DSPs and audio decoding are critical elements to delivering the type of high quality audio that today’s consumers expect. Today will be the first blog in a series that examines this topic; starting with an overview of why DSPs are critical to audio design.

An infinite number of audio channels are rendered by nature in a truly open space for human ears to enjoy. Scientists and engineers have tried to filter the unwanted, while capturing and reproducing the wanted audio in living rooms. The phonograph, also known by the generic name gramophone provided us a single channel audio just over 140 years ago. Over the years the technology graduated to stereo tapes and multi-channel audio with additional post processing to reproduce audio with highest possible accuracy and fidelity. However, recording audio using discrete microphones and replaying it using discrete speakers brought an unnatural audio experience, forcing technologists to increase the number of channels for recording and playback. This posed yet another problem of recording, transporting and playing the huge amount of data used by a larger number of audio channels. This new problem forced scientists to invent compression/decompression algorithms that did not lose fidelity and dynamic range.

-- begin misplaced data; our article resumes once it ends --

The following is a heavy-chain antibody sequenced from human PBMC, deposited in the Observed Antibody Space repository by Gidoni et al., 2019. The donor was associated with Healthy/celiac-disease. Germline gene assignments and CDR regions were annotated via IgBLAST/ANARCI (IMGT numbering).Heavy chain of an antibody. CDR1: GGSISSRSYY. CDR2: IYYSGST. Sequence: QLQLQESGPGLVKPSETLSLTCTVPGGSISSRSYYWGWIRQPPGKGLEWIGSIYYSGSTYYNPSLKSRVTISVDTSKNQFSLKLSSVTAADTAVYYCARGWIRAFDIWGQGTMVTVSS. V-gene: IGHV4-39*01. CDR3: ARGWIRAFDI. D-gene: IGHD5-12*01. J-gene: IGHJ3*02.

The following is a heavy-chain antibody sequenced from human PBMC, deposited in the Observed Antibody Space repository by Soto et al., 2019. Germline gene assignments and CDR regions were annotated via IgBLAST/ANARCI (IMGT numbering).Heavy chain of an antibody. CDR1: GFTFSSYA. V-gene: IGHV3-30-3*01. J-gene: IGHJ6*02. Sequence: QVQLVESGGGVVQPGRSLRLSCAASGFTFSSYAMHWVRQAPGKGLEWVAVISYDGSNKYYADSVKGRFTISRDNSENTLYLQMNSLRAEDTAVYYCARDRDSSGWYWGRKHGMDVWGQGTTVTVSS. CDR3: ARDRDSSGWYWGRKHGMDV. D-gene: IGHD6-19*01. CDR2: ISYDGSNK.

While compressing or encoding the recorded audio channels does not need to be done in real time, as this is accomplished in studios, it is necessary for the decompression or decoding to be  done in real time. The advent of digital signal processing (DSP) chips enabled this. Audio from stationary sources such as concert halls, panel discussion, etc., can be handled easily with this method of transporting audio. But most audio that we experience every day is not stationary, be it cars, people walking, or a conversation we walk past. These sounds move in space around us and are thus not so easy to reproduce with discrete speakers without elaborate recording, mixing and playback techniques. Then came the object audio with larger number of channels and virtualization. This further increased the complexity and horsepower requirement on DSPs for decoding and rendering this object audio.

In my next blog, I’ll take a closer look at the performance characteristics of modern DSPs and the importance of having DSPs certified to work with audio decoder IPs to make music for your customer’s ears.